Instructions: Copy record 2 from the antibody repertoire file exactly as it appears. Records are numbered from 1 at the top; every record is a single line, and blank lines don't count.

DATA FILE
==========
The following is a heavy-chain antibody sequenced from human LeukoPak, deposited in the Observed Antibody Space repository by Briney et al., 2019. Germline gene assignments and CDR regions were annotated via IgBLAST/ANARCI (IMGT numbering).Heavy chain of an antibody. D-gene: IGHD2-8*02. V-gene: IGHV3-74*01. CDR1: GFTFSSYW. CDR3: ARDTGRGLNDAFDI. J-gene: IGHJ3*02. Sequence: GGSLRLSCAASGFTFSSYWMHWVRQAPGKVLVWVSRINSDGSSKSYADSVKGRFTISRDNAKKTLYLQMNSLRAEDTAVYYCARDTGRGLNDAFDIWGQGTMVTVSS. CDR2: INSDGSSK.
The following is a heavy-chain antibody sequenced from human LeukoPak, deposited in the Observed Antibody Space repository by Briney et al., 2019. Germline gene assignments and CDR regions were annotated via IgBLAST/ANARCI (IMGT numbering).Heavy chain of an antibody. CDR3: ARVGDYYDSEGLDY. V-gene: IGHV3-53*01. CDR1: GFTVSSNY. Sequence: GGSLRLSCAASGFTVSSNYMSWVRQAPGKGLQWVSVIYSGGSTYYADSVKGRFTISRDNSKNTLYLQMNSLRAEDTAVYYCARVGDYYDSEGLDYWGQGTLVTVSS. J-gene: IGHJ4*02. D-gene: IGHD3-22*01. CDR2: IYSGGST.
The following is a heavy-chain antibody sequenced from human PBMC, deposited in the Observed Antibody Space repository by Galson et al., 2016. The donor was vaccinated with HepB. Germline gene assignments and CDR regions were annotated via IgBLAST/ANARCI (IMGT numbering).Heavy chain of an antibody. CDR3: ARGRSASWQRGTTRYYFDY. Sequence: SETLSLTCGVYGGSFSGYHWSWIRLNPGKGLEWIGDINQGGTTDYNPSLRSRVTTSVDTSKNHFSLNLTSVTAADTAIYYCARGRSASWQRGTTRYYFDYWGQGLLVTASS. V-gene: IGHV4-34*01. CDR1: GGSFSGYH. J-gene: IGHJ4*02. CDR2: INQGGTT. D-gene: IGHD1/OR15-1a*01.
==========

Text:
The following is a heavy-chain antibody sequenced from human LeukoPak, deposited in the Observed Antibody Space repository by Briney et al., 2019. Germline gene assignments and CDR regions were annotated via IgBLAST/ANARCI (IMGT numbering).Heavy chain of an antibody. CDR3: ARVGDYYDSEGLDY. V-gene: IGHV3-53*01. CDR1: GFTVSSNY. Sequence: GGSLRLSCAASGFTVSSNYMSWVRQAPGKGLQWVSVIYSGGSTYYADSVKGRFTISRDNSKNTLYLQMNSLRAEDTAVYYCARVGDYYDSEGLDYWGQGTLVTVSS. J-gene: IGHJ4*02. D-gene: IGHD3-22*01. CDR2: IYSGGST.